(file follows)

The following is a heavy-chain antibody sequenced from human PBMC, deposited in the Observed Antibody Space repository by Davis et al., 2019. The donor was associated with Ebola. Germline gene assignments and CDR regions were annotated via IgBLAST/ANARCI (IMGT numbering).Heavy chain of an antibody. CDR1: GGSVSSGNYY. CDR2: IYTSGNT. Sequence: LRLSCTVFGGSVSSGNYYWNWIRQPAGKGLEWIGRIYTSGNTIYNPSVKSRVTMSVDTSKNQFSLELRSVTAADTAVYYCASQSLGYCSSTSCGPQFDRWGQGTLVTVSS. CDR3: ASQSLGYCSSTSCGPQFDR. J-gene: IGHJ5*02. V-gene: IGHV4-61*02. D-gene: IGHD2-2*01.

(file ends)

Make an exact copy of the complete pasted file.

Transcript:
The following is a heavy-chain antibody sequenced from human PBMC, deposited in the Observed Antibody Space repository by Davis et al., 2019. The donor was associated with Ebola. Germline gene assignments and CDR regions were annotated via IgBLAST/ANARCI (IMGT numbering).Heavy chain of an antibody. CDR1: GGSVSSGNYY. CDR2: IYTSGNT. Sequence: LRLSCTVFGGSVSSGNYYWNWIRQPAGKGLEWIGRIYTSGNTIYNPSVKSRVTMSVDTSKNQFSLELRSVTAADTAVYYCASQSLGYCSSTSCGPQFDRWGQGTLVTVSS. CDR3: ASQSLGYCSSTSCGPQFDR. J-gene: IGHJ5*02. V-gene: IGHV4-61*02. D-gene: IGHD2-2*01.